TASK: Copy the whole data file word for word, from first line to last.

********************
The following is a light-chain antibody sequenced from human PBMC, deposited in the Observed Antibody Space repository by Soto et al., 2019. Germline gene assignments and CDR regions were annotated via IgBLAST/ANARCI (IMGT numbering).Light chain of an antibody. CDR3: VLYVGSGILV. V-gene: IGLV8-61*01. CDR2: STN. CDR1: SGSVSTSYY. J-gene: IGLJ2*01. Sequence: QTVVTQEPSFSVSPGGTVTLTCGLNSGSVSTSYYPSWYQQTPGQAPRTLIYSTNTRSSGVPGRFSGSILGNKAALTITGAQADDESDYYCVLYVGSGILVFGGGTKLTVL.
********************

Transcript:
The following is a light-chain antibody sequenced from human PBMC, deposited in the Observed Antibody Space repository by Soto et al., 2019. Germline gene assignments and CDR regions were annotated via IgBLAST/ANARCI (IMGT numbering).Light chain of an antibody. CDR3: VLYVGSGILV. V-gene: IGLV8-61*01. CDR2: STN. CDR1: SGSVSTSYY. J-gene: IGLJ2*01. Sequence: QTVVTQEPSFSVSPGGTVTLTCGLNSGSVSTSYYPSWYQQTPGQAPRTLIYSTNTRSSGVPGRFSGSILGNKAALTITGAQADDESDYYCVLYVGSGILVFGGGTKLTVL.